J.R. Isidore’s character represents the good of human life, just as Rick Deckard’s character begins by representing the basest desires of humanity. Isidore’s very deficiency, the fact that he is a “chickenhead,” is what gives him his greatest humanity. Unlike Deckard, he is unaffected by the powers of consumerism and industry. He is able to keep kipple out of his life, for instance. This gives him a true and raw emotional empathetic response to other living things and, in the case of Pris Stratton, things that are not living as well.
These raw emotions are the basis of humanity and the reader is given a glimpse at their power in Isidore’s predicament with the dead cat. After failing to keep a real cat alive, Isidore is faced not only with his own horror at having let an animal die, but is now required to break the news to the animal’s real owner who, it is assumed, will be even more horrified at this loss of life. Instead of dealing with the grief of the loss, however, the cat’s owner decides to have a replacement android cat built. Dick is calling into question here the value of life and how easily humanity attempts to deal with loss by simply consuming some kind of replacement. Only Isidore, in his childlike state, is able to truly experiencing human emotion.
The reader is also first introduced to Buster Friendly, a talk show host that is on the radio and on television for almost twenty-four hours a day. Buster Friendly represents the power of mass media. Buster creates an alternate reality that no one is able to escape. The novel builds with Buster’s tease that he will make a world changing announcement on his show. Many of Dick’s novels and stories deal with the issue of media and what it means for intellectual and emotional character in humanity. Buster does not simply symbolize a distraction from reality but a transformation of reality into what he makes it.
In Chapters 8 and 9, Dick contrasts perspectives of beauty and violence in the character of Rick Deckard. There is a callousness that perpetrates Rick’s entire character and that is shown clearly in his killing of the android Polokov. Rick does not hesitate to take the androids life, approaching his job in a “kill or be killed way.” He has no sympathy for Polokov nor does he care to find out what crime Polokov committed in order to be put on Rick’s retirement list. The reader is left to wonder what difference there is between the bounty hunter that kills to make a living and the android that kills in an attempt to stay alive.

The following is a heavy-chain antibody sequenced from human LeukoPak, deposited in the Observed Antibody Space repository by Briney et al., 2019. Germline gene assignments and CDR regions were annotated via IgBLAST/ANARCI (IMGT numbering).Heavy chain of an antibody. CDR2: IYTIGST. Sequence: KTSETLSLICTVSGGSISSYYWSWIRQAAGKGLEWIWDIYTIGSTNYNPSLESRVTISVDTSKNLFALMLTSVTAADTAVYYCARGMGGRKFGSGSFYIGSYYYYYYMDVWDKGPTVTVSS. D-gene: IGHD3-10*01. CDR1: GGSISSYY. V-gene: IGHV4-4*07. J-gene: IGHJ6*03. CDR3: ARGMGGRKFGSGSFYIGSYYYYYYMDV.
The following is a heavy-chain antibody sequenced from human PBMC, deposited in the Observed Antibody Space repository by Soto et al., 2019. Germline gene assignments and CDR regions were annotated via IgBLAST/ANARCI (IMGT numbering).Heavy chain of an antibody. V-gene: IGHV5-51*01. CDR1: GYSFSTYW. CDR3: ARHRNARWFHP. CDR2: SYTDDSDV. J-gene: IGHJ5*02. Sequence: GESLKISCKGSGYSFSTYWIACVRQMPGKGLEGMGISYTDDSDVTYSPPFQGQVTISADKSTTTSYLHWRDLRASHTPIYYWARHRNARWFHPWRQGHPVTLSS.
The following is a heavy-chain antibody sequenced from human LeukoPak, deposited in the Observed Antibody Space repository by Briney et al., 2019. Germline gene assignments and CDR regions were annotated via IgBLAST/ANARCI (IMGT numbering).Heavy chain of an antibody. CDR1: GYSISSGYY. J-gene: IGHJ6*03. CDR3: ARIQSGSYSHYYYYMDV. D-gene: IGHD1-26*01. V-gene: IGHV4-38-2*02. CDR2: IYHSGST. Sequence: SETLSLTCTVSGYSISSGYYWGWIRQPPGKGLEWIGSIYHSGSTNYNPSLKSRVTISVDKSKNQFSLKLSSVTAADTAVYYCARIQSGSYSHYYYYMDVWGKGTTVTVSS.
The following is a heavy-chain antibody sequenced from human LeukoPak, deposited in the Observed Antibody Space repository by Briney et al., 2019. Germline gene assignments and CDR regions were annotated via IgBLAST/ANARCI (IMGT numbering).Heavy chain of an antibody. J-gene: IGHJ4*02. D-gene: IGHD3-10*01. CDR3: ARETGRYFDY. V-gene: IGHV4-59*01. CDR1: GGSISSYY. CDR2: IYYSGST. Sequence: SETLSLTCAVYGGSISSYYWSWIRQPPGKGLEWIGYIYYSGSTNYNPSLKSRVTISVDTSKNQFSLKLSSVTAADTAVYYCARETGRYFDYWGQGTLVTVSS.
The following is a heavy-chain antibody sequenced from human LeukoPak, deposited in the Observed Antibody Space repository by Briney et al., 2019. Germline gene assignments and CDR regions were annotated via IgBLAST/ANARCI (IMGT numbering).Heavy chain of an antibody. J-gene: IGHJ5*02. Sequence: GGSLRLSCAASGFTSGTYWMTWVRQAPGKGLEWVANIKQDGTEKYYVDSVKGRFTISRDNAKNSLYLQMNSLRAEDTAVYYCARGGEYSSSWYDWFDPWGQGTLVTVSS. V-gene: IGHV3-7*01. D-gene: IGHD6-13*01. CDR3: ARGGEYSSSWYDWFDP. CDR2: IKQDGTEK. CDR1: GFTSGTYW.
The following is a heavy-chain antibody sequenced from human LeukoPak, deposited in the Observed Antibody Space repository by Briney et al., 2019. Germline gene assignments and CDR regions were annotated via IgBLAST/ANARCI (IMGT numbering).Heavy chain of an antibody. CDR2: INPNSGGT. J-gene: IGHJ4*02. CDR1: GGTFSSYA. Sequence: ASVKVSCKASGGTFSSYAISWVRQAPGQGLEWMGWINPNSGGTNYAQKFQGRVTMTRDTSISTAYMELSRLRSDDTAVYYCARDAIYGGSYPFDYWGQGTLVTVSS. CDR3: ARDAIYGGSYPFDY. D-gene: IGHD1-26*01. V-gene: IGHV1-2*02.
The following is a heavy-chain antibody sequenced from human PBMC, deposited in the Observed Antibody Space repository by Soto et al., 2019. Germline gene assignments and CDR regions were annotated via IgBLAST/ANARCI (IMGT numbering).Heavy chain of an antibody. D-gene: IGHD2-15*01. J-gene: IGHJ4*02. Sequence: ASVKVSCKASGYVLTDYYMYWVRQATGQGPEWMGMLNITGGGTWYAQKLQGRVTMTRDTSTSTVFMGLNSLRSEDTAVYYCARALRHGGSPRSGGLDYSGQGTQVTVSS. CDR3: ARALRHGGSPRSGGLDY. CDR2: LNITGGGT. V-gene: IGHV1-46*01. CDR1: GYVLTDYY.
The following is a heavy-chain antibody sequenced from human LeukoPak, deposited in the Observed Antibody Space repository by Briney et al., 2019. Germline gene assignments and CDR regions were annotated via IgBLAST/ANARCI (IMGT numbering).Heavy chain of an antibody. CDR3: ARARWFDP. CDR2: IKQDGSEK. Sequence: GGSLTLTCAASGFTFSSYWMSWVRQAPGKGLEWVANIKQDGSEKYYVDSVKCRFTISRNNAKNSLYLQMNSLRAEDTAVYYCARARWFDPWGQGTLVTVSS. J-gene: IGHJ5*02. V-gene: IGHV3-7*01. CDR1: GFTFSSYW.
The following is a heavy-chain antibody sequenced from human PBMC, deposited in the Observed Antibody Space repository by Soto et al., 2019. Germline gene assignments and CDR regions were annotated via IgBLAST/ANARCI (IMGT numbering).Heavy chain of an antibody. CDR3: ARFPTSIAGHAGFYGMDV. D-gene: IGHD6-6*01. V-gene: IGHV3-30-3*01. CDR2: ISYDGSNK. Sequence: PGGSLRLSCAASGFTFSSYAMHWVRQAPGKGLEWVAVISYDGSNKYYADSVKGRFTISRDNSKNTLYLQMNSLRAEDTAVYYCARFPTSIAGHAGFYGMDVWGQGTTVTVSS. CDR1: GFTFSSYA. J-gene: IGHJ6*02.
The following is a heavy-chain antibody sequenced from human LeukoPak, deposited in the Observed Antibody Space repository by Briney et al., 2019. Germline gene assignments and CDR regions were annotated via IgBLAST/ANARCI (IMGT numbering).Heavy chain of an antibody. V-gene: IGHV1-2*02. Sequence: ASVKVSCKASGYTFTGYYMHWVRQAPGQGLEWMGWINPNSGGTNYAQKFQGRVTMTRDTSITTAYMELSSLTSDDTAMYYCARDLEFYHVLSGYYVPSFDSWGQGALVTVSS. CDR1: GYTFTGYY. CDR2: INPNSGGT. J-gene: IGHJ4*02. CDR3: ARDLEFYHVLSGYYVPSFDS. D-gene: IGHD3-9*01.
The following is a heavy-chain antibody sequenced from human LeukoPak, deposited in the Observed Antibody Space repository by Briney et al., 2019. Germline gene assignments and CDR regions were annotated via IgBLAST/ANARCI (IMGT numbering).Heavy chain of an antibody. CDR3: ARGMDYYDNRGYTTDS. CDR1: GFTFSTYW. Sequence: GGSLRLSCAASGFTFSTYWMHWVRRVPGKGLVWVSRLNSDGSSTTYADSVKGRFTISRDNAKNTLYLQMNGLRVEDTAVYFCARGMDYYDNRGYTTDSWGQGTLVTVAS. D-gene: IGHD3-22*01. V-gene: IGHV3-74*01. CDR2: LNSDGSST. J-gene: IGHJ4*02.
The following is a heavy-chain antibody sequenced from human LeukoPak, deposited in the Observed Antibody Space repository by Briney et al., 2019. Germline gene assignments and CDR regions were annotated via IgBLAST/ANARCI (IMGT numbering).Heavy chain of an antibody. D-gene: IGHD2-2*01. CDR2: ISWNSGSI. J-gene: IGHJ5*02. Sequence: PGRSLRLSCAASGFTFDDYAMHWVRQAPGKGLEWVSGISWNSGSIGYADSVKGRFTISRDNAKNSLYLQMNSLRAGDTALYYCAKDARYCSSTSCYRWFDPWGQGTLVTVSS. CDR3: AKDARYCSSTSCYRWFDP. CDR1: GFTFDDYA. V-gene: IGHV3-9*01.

Yet, another side to Rick’s character is seen in his appreciation of classical music. This appreciation of beauty is, perhaps, unusual at first but becomes one of the dividing lines of real/unreal that Dick explores in the novel. Humans, it is assumed, would be able to appreciate beauty because of their empathetic ability. Rick, therefore, can tell that he is human because he enjoys opera. Yet, Luba Luft, the opera singing android, seems to love the opera as much as Rick. Why, for instance, would she risk being discovered and retired if she did not hold some deep love of singing. This fact begins to close the divide for Rick Deckard between who is real or unreal.
The opera that Luft is performing, Mozart’s The Magic Flute is another instance of Dick’s motif of decay and renewal. Mozart’s opera represents the Enlightenment's vision of a heavenly kingdom on earth, accomplished through human advancement and ingenuity. According to this idea, humanity would be able to perfect itself and its society through science, art, and government. This is ironic since the world of Dick’s novel is the antithesis of such an idea; it is a world that has undergone utter destruction and decay because of the flaw of the human condition. Yet, the survival of art and opera also represents the will of living things to survive. Androids and opera share a parallel meaning in Dick’s story.